Annual contract value (ACV) is a SaaS sales metric used to measure the average annualized revenue generated per active individual customer. The term “annualized” just means that the potential revenue is calculated for a 12-month period.
Many businesses don’t include one-time fees like setup or onboarding costs when calculating ACV.
By tracking your ACV, you can develop and optimize your business strategy, pricing strategy, and market strategy to boost your company’s growth over time. Like any industry standard metric, however, ACV works best when combined with other SaaS measurements like customer churn rate and customer acquisition cost (CAC). Used alongside other key metrics, ACV can be a valuable metric to help you make important decisions about your business model and organizational performance.
Additionally, something to keep in mind is that business performance does not always correlate with a high or low ACV. A company with millions of customers but a relatively low ACV could be doing well financially. Whereas a company with a few customers but a relatively high ACV might not be generating enough revenue according to its business strategy. This is why using a mix of metrics is the best way to tell how profitable an organization is.
Two KPIs that are frequently confused are ACV and ARR. Although both are annual revenue-related metrics, they have different objectives.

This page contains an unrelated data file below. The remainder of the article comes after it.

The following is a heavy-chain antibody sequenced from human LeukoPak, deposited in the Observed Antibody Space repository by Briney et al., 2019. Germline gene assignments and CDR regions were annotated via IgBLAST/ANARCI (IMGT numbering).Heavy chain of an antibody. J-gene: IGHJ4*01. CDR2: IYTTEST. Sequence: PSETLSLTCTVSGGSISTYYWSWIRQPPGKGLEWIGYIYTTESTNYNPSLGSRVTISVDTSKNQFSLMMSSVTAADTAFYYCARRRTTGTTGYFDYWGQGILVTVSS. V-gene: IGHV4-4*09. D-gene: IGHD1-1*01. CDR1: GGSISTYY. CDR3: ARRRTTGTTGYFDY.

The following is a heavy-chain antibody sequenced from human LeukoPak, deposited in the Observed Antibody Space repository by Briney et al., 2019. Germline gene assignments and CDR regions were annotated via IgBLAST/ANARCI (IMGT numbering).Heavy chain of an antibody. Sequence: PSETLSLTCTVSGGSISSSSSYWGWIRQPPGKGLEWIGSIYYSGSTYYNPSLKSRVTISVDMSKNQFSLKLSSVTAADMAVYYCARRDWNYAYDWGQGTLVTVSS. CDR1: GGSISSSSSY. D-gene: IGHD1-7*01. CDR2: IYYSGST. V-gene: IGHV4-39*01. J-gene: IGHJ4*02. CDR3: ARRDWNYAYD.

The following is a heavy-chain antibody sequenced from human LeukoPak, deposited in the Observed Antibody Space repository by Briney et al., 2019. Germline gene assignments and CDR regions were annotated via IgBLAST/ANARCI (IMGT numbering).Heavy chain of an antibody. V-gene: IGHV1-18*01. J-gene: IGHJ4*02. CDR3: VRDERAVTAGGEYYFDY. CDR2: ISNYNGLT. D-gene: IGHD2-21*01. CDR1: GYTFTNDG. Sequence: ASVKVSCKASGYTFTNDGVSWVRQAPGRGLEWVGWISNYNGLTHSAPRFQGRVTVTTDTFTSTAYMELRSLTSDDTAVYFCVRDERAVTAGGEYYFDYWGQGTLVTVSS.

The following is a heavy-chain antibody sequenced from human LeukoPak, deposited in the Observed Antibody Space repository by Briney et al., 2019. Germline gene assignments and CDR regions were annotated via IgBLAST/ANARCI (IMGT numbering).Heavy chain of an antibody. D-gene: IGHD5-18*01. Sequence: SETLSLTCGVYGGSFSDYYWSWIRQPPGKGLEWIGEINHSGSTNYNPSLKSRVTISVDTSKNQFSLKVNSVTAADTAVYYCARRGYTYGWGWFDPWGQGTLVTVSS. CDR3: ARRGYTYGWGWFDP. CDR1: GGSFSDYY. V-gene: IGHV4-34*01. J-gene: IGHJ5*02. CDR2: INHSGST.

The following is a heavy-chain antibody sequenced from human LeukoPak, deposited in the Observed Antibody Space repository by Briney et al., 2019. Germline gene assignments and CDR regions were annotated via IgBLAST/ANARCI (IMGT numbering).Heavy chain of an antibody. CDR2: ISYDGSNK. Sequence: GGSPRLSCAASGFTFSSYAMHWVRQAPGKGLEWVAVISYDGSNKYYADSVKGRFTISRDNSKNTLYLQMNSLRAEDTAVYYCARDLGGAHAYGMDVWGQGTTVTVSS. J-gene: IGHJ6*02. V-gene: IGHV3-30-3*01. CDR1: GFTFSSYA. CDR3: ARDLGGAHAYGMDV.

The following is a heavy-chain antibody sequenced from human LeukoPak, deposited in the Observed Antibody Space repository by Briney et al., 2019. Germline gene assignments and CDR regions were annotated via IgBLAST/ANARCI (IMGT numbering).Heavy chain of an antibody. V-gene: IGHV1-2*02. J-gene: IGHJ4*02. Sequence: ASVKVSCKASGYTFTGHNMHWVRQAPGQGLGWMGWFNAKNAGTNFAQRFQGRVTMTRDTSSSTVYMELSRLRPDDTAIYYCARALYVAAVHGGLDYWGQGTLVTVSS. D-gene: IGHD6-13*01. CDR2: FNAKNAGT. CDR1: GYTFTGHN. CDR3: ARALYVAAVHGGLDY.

The ACV metric measures the average revenue you make per single customer. This number gives valuable insight into the amount of money you are making per subscription account.
The ARR metric, on the other hand, measures how much recurring income you are making from all your subscription accounts on an annual basis. This implies that during the year, neither your customer base nor your pricing approach will change.
In short, ACV typically evaluates the value of one customer’s subscription during a 12-month period, whereas ARR measures numerous accounts simultaneously.
The most important difference between the two metrics is that TCV represents the total value of an entire contract term, which usually involves a multi-year subscription, while ACV calculates the average customer value over a specific time period, which is typically one year.
While both metrics are used throughout the industry, some companies prefer to use one over the other depending on the type of information they want to convey. For example, some aspects to consider are that the total value of the customer contract includes one-time fees and ongoing monthly payments, whereas the ACV does not. Moreover, because it normalizes contract terms, the ACV offers a more simple comparison between consumers.